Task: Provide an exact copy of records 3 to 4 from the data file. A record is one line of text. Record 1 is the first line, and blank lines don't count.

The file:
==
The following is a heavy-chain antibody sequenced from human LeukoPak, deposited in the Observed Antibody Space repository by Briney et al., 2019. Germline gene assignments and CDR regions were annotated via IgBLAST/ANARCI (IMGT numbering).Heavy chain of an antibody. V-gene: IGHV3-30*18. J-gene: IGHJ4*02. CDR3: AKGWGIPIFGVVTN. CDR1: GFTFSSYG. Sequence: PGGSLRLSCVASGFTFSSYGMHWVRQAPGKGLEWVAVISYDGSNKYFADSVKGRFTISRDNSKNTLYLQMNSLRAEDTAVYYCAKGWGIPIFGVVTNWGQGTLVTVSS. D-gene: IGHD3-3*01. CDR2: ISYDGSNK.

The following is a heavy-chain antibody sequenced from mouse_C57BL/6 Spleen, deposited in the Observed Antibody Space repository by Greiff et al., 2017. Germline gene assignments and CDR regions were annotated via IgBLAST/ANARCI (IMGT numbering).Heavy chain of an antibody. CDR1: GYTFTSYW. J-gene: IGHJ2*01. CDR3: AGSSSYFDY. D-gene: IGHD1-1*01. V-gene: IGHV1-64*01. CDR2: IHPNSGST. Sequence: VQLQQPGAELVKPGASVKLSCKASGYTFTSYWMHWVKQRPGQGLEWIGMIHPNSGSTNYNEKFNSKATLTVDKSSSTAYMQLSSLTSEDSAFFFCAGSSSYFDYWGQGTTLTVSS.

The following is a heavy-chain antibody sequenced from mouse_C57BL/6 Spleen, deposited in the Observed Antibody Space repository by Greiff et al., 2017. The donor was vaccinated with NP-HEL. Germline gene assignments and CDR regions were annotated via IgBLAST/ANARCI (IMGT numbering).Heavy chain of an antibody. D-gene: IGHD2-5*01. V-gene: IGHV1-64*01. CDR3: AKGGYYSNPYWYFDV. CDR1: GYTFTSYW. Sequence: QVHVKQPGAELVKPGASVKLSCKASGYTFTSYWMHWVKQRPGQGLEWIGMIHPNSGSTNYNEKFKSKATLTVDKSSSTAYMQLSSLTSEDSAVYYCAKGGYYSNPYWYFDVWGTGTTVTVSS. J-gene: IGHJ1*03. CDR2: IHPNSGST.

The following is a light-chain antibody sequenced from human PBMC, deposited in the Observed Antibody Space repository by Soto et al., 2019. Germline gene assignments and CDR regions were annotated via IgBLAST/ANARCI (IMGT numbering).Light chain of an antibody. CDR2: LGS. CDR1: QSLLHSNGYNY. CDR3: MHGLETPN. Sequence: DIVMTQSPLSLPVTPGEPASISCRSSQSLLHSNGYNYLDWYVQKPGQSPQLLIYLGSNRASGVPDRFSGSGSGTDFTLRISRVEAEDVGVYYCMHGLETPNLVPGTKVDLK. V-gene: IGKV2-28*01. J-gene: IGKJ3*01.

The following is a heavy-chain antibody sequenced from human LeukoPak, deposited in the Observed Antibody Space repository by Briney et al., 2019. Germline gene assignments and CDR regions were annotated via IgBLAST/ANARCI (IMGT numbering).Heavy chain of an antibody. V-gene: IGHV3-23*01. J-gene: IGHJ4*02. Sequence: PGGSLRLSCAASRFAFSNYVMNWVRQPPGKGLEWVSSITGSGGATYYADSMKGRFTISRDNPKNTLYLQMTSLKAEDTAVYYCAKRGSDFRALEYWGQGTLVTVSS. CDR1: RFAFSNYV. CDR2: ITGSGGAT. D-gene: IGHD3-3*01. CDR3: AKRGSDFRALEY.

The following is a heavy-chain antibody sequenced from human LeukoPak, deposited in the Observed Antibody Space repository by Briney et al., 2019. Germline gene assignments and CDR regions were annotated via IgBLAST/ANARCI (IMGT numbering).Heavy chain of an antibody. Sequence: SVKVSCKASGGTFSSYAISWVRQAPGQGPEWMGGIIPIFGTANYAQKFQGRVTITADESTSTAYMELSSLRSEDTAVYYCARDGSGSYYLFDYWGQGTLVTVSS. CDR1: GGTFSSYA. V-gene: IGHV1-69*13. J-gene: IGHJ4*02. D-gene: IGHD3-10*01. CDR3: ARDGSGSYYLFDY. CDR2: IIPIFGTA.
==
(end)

The following is a heavy-chain antibody sequenced from mouse_C57BL/6 Spleen, deposited in the Observed Antibody Space repository by Greiff et al., 2017. The donor was vaccinated with NP-HEL. Germline gene assignments and CDR regions were annotated via IgBLAST/ANARCI (IMGT numbering).Heavy chain of an antibody. D-gene: IGHD2-5*01. V-gene: IGHV1-64*01. CDR3: AKGGYYSNPYWYFDV. CDR1: GYTFTSYW. Sequence: QVHVKQPGAELVKPGASVKLSCKASGYTFTSYWMHWVKQRPGQGLEWIGMIHPNSGSTNYNEKFKSKATLTVDKSSSTAYMQLSSLTSEDSAVYYCAKGGYYSNPYWYFDVWGTGTTVTVSS. J-gene: IGHJ1*03. CDR2: IHPNSGST.

The following is a light-chain antibody sequenced from human PBMC, deposited in the Observed Antibody Space repository by Soto et al., 2019. Germline gene assignments and CDR regions were annotated via IgBLAST/ANARCI (IMGT numbering).Light chain of an antibody. CDR2: LGS. CDR1: QSLLHSNGYNY. CDR3: MHGLETPN. Sequence: DIVMTQSPLSLPVTPGEPASISCRSSQSLLHSNGYNYLDWYVQKPGQSPQLLIYLGSNRASGVPDRFSGSGSGTDFTLRISRVEAEDVGVYYCMHGLETPNLVPGTKVDLK. V-gene: IGKV2-28*01. J-gene: IGKJ3*01.